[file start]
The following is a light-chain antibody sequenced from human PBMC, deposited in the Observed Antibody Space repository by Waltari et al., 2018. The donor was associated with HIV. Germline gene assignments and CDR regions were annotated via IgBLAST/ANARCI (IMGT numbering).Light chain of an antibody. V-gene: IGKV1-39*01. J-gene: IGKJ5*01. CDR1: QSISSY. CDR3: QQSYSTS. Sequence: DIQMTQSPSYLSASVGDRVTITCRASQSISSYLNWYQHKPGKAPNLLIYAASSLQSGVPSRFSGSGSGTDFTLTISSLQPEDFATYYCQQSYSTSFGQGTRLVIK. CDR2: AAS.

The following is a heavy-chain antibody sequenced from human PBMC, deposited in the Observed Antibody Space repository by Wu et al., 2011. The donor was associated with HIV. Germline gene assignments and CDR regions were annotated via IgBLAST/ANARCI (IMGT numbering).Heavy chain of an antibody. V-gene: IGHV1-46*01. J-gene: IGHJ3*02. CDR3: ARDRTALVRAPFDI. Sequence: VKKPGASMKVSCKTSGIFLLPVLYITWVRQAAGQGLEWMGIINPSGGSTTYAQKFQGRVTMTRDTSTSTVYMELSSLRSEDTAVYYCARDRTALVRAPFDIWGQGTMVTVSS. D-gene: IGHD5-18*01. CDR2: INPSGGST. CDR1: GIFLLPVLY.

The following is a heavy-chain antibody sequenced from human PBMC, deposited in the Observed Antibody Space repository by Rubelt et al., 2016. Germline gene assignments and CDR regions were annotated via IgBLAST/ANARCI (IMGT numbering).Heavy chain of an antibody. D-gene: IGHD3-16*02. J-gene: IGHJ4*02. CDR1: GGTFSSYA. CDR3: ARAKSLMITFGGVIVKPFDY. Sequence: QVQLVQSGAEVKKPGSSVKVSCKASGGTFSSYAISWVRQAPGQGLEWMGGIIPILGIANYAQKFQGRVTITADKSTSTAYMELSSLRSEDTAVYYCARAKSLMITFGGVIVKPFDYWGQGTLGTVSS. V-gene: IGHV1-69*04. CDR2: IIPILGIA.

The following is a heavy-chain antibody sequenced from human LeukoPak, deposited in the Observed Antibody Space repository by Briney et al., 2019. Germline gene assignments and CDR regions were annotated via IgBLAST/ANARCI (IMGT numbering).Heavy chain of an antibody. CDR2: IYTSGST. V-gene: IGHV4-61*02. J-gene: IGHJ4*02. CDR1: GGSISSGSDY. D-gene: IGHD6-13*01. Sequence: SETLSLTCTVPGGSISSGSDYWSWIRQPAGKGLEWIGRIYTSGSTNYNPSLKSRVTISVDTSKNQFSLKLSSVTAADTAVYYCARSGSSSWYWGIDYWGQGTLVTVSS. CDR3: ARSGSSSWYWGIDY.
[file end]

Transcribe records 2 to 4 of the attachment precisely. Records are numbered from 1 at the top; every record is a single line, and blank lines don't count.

The following is a heavy-chain antibody sequenced from human PBMC, deposited in the Observed Antibody Space repository by Wu et al., 2011. The donor was associated with HIV. Germline gene assignments and CDR regions were annotated via IgBLAST/ANARCI (IMGT numbering).Heavy chain of an antibody. V-gene: IGHV1-46*01. J-gene: IGHJ3*02. CDR3: ARDRTALVRAPFDI. Sequence: VKKPGASMKVSCKTSGIFLLPVLYITWVRQAAGQGLEWMGIINPSGGSTTYAQKFQGRVTMTRDTSTSTVYMELSSLRSEDTAVYYCARDRTALVRAPFDIWGQGTMVTVSS. D-gene: IGHD5-18*01. CDR2: INPSGGST. CDR1: GIFLLPVLY.

The following is a heavy-chain antibody sequenced from human PBMC, deposited in the Observed Antibody Space repository by Rubelt et al., 2016. Germline gene assignments and CDR regions were annotated via IgBLAST/ANARCI (IMGT numbering).Heavy chain of an antibody. D-gene: IGHD3-16*02. J-gene: IGHJ4*02. CDR1: GGTFSSYA. CDR3: ARAKSLMITFGGVIVKPFDY. Sequence: QVQLVQSGAEVKKPGSSVKVSCKASGGTFSSYAISWVRQAPGQGLEWMGGIIPILGIANYAQKFQGRVTITADKSTSTAYMELSSLRSEDTAVYYCARAKSLMITFGGVIVKPFDYWGQGTLGTVSS. V-gene: IGHV1-69*04. CDR2: IIPILGIA.

The following is a heavy-chain antibody sequenced from human LeukoPak, deposited in the Observed Antibody Space repository by Briney et al., 2019. Germline gene assignments and CDR regions were annotated via IgBLAST/ANARCI (IMGT numbering).Heavy chain of an antibody. CDR2: IYTSGST. V-gene: IGHV4-61*02. J-gene: IGHJ4*02. CDR1: GGSISSGSDY. D-gene: IGHD6-13*01. Sequence: SETLSLTCTVPGGSISSGSDYWSWIRQPAGKGLEWIGRIYTSGSTNYNPSLKSRVTISVDTSKNQFSLKLSSVTAADTAVYYCARSGSSSWYWGIDYWGQGTLVTVSS. CDR3: ARSGSSSWYWGIDY.